"A Hindu Suttee"

Sati (practice) The act of sati is said to exist voluntarily; from the existing accounts, many of these acts did indeed occur voluntarily. The act may have been expected of widows in some communities, and the extent to which social pressures or expectations constitute compulsion has been much debated in modern times. However, there were also instances where the wish of the widow to commit sati was not welcomed by others, and where efforts were made to prevent the death.[29] Traditionally, a person's funeral would have occurred within a day of the death, requiring decisions about sati to be made by that time. When the husband died elsewhere, the widow might still die by immolation at a later date. Sati often emphasized the marriage between the widow and her deceased husband. For instance, rather than mourning clothes, the to-be sati was often dressed in marriage robes or other finery. In the preliminaries of the related act of Jauhar, both the husbands and wives have been known to dress in their marriage clothes and re-enact their wedding ritual, before going to their separate deaths. Accounts describe numerous variants in the sati ritual. The majority of accounts describe the woman seated or lying down on the funeral pyre beside her dead husband. Many other accounts describe women walking or jumping into the flames after the fire had been lit,[30] and some describe women seating themselves on the funeral pyre and then lighting it themselves.[31] Some written instructions for the ritual exist. For instance, the Yallajeeyam provides detailed instructions about who may commit sati, cleansing for the sati, positioning, attire, and other ritual aspects.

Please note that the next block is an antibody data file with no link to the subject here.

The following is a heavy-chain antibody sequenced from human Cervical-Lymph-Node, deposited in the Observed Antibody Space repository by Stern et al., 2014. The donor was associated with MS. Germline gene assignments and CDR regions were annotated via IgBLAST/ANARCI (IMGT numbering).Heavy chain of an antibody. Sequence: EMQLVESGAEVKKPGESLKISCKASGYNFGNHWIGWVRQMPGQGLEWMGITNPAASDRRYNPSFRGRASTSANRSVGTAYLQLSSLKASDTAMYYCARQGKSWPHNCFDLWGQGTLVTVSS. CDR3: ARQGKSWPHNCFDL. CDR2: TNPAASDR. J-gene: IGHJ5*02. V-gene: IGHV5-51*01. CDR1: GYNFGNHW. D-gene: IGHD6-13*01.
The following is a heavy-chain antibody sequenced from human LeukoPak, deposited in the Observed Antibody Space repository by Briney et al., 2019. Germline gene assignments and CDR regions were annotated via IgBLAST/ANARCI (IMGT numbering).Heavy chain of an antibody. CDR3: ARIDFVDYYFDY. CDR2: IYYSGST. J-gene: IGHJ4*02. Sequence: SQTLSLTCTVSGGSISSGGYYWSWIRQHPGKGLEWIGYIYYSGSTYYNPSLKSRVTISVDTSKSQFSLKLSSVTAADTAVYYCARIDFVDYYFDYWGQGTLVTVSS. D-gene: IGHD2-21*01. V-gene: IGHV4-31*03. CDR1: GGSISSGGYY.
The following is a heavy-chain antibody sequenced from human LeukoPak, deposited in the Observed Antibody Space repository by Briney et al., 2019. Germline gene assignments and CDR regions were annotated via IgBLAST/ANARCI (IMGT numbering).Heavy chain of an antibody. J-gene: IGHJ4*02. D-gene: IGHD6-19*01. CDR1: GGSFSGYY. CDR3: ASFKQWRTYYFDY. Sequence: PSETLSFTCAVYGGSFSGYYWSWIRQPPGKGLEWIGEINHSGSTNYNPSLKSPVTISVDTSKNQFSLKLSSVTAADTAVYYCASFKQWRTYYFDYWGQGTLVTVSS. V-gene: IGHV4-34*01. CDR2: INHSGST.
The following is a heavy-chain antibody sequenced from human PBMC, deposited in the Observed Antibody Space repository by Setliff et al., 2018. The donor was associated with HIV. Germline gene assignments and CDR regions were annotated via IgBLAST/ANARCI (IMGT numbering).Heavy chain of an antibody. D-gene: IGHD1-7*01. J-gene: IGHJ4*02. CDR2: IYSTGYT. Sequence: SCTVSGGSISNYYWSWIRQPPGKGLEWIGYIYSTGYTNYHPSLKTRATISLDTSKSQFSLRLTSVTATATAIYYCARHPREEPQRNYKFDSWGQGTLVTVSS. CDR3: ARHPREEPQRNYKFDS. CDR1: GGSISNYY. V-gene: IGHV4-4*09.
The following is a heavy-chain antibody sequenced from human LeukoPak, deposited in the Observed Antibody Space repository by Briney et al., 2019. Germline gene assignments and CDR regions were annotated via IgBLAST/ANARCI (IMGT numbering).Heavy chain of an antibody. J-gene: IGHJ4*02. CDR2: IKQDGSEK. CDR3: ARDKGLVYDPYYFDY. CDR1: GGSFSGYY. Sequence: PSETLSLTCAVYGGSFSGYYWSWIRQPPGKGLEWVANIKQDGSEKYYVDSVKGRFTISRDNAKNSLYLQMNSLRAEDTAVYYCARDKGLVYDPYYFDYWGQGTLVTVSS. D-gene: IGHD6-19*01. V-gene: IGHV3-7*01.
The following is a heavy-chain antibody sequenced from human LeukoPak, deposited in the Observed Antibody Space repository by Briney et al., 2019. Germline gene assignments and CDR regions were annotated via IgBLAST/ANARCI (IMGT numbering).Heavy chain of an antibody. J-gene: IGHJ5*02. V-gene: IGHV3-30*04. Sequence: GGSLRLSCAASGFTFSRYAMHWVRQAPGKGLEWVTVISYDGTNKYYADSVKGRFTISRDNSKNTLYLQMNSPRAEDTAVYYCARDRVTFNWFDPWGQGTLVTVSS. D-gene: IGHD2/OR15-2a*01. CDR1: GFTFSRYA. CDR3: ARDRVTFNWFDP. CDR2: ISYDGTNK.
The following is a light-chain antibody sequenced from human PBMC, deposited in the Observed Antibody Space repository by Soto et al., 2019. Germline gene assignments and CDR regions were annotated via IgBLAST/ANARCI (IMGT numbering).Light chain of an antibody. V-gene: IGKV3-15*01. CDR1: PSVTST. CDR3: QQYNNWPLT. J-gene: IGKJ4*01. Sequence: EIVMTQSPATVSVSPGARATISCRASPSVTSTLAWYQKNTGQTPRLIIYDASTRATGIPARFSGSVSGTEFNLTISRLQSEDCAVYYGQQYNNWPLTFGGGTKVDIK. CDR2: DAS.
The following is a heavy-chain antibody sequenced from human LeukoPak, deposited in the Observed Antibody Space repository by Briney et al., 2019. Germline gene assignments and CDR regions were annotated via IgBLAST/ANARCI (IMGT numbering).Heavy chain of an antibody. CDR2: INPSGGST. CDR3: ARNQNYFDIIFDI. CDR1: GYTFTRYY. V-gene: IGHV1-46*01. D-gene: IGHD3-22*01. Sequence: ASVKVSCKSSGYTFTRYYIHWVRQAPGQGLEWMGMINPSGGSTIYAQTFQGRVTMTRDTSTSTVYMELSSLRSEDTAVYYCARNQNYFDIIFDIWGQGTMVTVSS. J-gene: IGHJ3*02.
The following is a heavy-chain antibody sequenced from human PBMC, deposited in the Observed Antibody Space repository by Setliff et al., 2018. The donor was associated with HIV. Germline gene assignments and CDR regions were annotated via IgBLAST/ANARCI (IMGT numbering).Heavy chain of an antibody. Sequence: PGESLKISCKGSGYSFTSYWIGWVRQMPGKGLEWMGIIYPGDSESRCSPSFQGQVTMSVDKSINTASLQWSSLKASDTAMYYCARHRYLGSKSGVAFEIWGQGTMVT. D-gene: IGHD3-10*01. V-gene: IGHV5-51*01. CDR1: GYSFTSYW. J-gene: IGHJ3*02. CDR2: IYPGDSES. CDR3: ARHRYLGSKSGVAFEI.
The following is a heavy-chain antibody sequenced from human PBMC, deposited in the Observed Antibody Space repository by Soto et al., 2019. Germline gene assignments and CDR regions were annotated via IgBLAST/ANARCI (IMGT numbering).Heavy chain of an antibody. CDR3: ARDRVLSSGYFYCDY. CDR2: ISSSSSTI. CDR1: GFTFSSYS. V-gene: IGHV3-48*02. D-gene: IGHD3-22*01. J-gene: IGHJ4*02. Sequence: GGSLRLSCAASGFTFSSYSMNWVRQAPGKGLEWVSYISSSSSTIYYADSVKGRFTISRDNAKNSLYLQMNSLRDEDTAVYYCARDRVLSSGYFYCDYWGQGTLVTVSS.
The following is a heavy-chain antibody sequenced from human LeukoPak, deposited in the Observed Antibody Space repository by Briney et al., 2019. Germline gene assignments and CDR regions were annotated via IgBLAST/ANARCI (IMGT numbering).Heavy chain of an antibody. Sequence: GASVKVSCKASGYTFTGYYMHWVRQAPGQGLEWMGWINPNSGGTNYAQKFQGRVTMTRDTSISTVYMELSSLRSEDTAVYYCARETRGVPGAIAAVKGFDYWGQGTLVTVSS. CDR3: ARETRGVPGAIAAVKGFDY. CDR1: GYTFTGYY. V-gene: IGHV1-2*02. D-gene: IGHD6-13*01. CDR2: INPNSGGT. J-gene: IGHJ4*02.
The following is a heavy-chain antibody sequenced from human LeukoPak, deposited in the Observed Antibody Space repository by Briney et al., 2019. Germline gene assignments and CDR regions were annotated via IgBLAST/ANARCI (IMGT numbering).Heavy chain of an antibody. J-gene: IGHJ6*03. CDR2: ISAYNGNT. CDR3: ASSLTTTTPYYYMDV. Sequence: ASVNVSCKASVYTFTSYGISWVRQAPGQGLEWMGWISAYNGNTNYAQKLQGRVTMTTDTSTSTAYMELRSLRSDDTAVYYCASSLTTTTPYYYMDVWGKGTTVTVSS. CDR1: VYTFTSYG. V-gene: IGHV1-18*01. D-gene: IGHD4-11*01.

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CompulsionSati was supposed to be voluntary, but it is known that it has often been forced. Setting aside the issue of social pressures, many accounts exist of women being physically forced to their deaths. Pictorial and narrative accounts often describe the widow being seated on the unlit pyre, and then tied or otherwise restrained to keep her from fleeing after the fire was lit. Some accounts state that the woman was drugged. One account describes men using long poles to prevent a woman from fleeing the flames.[32]